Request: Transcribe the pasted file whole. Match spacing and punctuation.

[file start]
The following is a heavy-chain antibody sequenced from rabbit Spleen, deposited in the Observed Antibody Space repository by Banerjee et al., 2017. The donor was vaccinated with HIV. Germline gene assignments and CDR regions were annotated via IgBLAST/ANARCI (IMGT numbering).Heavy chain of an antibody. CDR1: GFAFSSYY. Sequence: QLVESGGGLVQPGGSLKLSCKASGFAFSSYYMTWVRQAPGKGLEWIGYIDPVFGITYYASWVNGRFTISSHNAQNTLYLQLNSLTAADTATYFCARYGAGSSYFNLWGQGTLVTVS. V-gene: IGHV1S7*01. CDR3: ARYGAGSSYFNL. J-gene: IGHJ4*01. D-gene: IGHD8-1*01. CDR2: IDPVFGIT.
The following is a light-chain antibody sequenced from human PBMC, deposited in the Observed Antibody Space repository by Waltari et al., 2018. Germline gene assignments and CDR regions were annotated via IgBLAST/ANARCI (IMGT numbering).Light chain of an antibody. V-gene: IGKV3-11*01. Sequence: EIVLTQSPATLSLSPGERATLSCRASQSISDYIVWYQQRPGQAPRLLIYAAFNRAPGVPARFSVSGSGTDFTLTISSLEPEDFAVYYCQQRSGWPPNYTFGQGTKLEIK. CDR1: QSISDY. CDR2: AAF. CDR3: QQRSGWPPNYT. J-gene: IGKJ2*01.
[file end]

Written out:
The following is a heavy-chain antibody sequenced from rabbit Spleen, deposited in the Observed Antibody Space repository by Banerjee et al., 2017. The donor was vaccinated with HIV. Germline gene assignments and CDR regions were annotated via IgBLAST/ANARCI (IMGT numbering).Heavy chain of an antibody. CDR1: GFAFSSYY. Sequence: QLVESGGGLVQPGGSLKLSCKASGFAFSSYYMTWVRQAPGKGLEWIGYIDPVFGITYYASWVNGRFTISSHNAQNTLYLQLNSLTAADTATYFCARYGAGSSYFNLWGQGTLVTVS. V-gene: IGHV1S7*01. CDR3: ARYGAGSSYFNL. J-gene: IGHJ4*01. D-gene: IGHD8-1*01. CDR2: IDPVFGIT.
The following is a light-chain antibody sequenced from human PBMC, deposited in the Observed Antibody Space repository by Waltari et al., 2018. Germline gene assignments and CDR regions were annotated via IgBLAST/ANARCI (IMGT numbering).Light chain of an antibody. V-gene: IGKV3-11*01. Sequence: EIVLTQSPATLSLSPGERATLSCRASQSISDYIVWYQQRPGQAPRLLIYAAFNRAPGVPARFSVSGSGTDFTLTISSLEPEDFAVYYCQQRSGWPPNYTFGQGTKLEIK. CDR1: QSISDY. CDR2: AAF. CDR3: QQRSGWPPNYT. J-gene: IGKJ2*01.